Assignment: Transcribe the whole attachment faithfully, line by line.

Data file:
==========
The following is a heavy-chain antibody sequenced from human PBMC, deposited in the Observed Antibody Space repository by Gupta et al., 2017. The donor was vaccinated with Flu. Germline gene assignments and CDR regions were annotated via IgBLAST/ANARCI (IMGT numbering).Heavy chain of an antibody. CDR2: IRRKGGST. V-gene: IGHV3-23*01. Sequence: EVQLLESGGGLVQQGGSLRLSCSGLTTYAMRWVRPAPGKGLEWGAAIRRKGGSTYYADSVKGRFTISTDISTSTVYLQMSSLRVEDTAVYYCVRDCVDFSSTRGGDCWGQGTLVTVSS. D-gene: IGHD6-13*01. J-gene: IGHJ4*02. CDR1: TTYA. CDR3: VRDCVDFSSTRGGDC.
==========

The following is a heavy-chain antibody sequenced from human PBMC, deposited in the Observed Antibody Space repository by Gupta et al., 2017. The donor was vaccinated with Flu. Germline gene assignments and CDR regions were annotated via IgBLAST/ANARCI (IMGT numbering).Heavy chain of an antibody. CDR2: IRRKGGST. V-gene: IGHV3-23*01. Sequence: EVQLLESGGGLVQQGGSLRLSCSGLTTYAMRWVRPAPGKGLEWGAAIRRKGGSTYYADSVKGRFTISTDISTSTVYLQMSSLRVEDTAVYYCVRDCVDFSSTRGGDCWGQGTLVTVSS. D-gene: IGHD6-13*01. J-gene: IGHJ4*02. CDR1: TTYA. CDR3: VRDCVDFSSTRGGDC.